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High potency of indolyl aryl sulfone nonnucleoside inhibitors towards drug-resistant human immunodeficiency virus type 1 reverse transcriptase mutants is due to selective targeting of different mechanistic forms of the enzyme.


Cancio, R; Silvestri, R; Ragno, R; Artico, M; De Martino, G; La Regina, G; Crespan, E; Zanoli, S; Hübscher, U; Spadari, S; Maga, G (2005). High potency of indolyl aryl sulfone nonnucleoside inhibitors towards drug-resistant human immunodeficiency virus type 1 reverse transcriptase mutants is due to selective targeting of different mechanistic forms of the enzyme. Antimicrobial Agents and Chemotherapy, 49(11):4546-4554.

Abstract

Indolyl aryl sulfone (IAS) nonnucleoside inhibitors have been shown to potently inhibit the growth of wild-type and drug-resistant human immunodeficiency virus type 1 (HIV-1), but their exact mechanism of action has not been elucidated yet. Here, we describe the mechanism of inhibition of HIV-1 reverse transcriptase (RT) by selected IAS derivatives. Our results showed that, depending on the substitutions introduced in the IAS common pharmacophore, these compounds can be made selective for different enzyme-substrate complexes. Moreover, we showed that the molecular basis for this selectivity was a different association rate of the drug to a particular enzymatic form along the reaction pathway. By comparing the activities of the different compounds against wild-type RT and the nonnucleoside reverse transcriptase inhibitor-resistant mutant Lys103Asn, it was possible to hypothesize, on the basis of their mechanism of action, a rationale for the design of drugs which could overcome the steric barrier imposed by the Lys103Asn mutation.

Indolyl aryl sulfone (IAS) nonnucleoside inhibitors have been shown to potently inhibit the growth of wild-type and drug-resistant human immunodeficiency virus type 1 (HIV-1), but their exact mechanism of action has not been elucidated yet. Here, we describe the mechanism of inhibition of HIV-1 reverse transcriptase (RT) by selected IAS derivatives. Our results showed that, depending on the substitutions introduced in the IAS common pharmacophore, these compounds can be made selective for different enzyme-substrate complexes. Moreover, we showed that the molecular basis for this selectivity was a different association rate of the drug to a particular enzymatic form along the reaction pathway. By comparing the activities of the different compounds against wild-type RT and the nonnucleoside reverse transcriptase inhibitor-resistant mutant Lys103Asn, it was possible to hypothesize, on the basis of their mechanism of action, a rationale for the design of drugs which could overcome the steric barrier imposed by the Lys103Asn mutation.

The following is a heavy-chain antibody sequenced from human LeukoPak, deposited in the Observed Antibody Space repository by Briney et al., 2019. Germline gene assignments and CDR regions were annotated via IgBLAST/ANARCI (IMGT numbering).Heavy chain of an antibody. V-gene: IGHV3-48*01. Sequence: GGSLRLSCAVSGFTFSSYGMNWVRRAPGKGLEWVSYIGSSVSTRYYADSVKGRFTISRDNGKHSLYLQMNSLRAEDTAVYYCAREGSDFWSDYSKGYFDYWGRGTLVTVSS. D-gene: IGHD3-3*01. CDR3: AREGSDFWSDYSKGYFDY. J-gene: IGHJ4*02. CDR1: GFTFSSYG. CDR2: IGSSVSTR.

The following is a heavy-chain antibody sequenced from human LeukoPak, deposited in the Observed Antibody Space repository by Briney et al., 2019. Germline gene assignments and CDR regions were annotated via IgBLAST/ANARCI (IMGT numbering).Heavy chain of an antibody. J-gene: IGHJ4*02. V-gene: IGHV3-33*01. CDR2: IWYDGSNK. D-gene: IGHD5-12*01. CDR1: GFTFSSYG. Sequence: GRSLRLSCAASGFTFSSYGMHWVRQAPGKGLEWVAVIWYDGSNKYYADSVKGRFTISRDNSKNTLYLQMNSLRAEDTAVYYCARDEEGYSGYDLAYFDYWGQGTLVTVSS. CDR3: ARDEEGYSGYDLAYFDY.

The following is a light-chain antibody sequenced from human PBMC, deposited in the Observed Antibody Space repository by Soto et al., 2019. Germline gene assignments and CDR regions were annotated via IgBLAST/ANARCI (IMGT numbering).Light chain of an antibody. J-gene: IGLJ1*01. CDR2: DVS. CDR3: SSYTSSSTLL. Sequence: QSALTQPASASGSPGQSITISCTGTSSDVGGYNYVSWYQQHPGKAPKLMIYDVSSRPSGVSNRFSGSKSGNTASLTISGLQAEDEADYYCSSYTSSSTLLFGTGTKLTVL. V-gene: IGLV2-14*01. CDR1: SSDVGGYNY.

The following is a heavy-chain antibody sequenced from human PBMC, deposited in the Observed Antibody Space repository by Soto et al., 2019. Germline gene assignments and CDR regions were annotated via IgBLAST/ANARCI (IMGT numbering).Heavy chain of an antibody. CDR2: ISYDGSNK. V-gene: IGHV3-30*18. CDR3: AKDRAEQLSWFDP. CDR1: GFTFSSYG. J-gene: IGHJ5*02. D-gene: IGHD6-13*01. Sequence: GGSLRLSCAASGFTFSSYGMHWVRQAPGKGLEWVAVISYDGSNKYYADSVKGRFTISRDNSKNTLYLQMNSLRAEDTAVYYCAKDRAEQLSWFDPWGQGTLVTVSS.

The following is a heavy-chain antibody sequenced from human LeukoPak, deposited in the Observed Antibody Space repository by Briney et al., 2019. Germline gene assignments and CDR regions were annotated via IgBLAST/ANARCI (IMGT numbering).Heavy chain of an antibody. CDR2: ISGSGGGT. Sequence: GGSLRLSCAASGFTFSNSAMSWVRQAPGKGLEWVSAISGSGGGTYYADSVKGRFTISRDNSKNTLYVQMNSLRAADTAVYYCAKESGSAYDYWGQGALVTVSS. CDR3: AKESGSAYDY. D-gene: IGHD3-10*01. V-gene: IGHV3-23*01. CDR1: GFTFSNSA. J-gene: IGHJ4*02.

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Additional indexing

Item Type:Journal Article, refereed
Communities & Collections:05 Vetsuisse Faculty > Institute of Veterinary Biochemistry and Molecular Biology
Dewey Decimal Classification:570 Life sciences; biology
Language:English
Date:1 November 2005
Deposited On:11 Feb 2008 12:18
Last Modified:05 Apr 2016 12:16
Publisher:American Society for Microbiology (ASM)
ISSN:0066-4804
Publisher DOI:10.1128/AAC.49.11.4546-4554.2005
PubMed ID:16251294
Permanent URL: http://doi.org/10.5167/uzh-849

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